I let go his testicle, raised my head, and hopped.
“Well, well, well,” said the old man. “A Mason of so high a rank, and so young! You were modest earlier, with your greeting of the Fourth Rank. We may skip the formalities.” He bowed low.
Then there’s the Hunchback of Notre Dame trope, but I wouldn’t want to spoil all the suspense.
And here’s the magic of this story: whether his contorted handshake while trying to remove a stone from his shoe is being interpreted as the secret handshake of a Mason, or he’s spying The Most Beautiful Girl In The World the bell tower of his new employer with a pillow glued to his back and toothpaste foaming out of his mouth and a crick in his neck (ok, so I spoiled the suspense a little), everything flows from one thing to the next, with that “inevitable but surprising” progression I never seem to achieve.
Distraught, I called from the tower as she reappeared in the church grounds below me, “Is there not a task I could perform to change your mind and win your heart?”
“Yeah, sure!” she called up as she ran, and my hear leaped like a salmon. “Get plastic surgery to look like Leonardo DiCaprio. And make a million more on…”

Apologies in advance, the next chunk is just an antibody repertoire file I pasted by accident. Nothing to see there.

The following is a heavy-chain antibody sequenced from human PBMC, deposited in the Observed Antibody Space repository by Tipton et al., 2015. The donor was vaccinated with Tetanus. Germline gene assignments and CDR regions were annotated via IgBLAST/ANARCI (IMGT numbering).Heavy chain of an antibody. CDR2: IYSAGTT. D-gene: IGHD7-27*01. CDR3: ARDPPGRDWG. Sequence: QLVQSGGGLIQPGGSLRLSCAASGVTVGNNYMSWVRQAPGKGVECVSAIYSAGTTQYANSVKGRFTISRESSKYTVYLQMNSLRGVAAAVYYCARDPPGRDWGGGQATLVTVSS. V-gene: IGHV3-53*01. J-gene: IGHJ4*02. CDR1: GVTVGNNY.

And with that tantalizing promise, she was gone.
The first part of her request was clear, though I puzzled over the second one briefly. A million more on what? But of course! A million more on top of what I had already!
I was ecstatic, transformed. The woman I loved had set me a task.
Wow, it’s the Joseph Campbell Hero’s Quest, which I’ve never understood until now.
It’s pretty clearly an excerpt from a larger piece (probably his first novel, Jude Level 1 since we never find out anything about the mob pursuing our protagonist and the end feels like a beginning. If this is indicative of Gough’s writing as a whole, I just might take a look; after all, his second Jude novel, Jude in London is available as a free – that’s FREE – download (and begins with a quick bringing-you-up-to-date summary which seems to include this episode), with an option to pay what you thought it was worth when you’re finished. He’s been compared to Wodehouse and Roddy Doyle, neither of which I’m familiar enough with to recognize; I was thinking A Fish Called Wanda throughout, but that was English, right? No matter – this is great stuff.
It’s quite a short little story (or excerpt), and I wish it was available online, since the voice is key to appreciating the events. What I appreciate after I stopped giggling is that it truly works. Every step is logical, everything is authentic and, sort of, logical. I’m not sure total strangers running in off the street are truly handed the keys to the bell tower in Irish churches, nor am I sure that pillows can end up glued to backs (ok, the glue is a bit of a stretch, and the toothpaste) but if you go with it, if you’re willing, it’s a perfectly cohesive story rather than a string of gags, and the ending is just right, leaving me to crave further adventures. And you know, I finally found some Irish literature I get.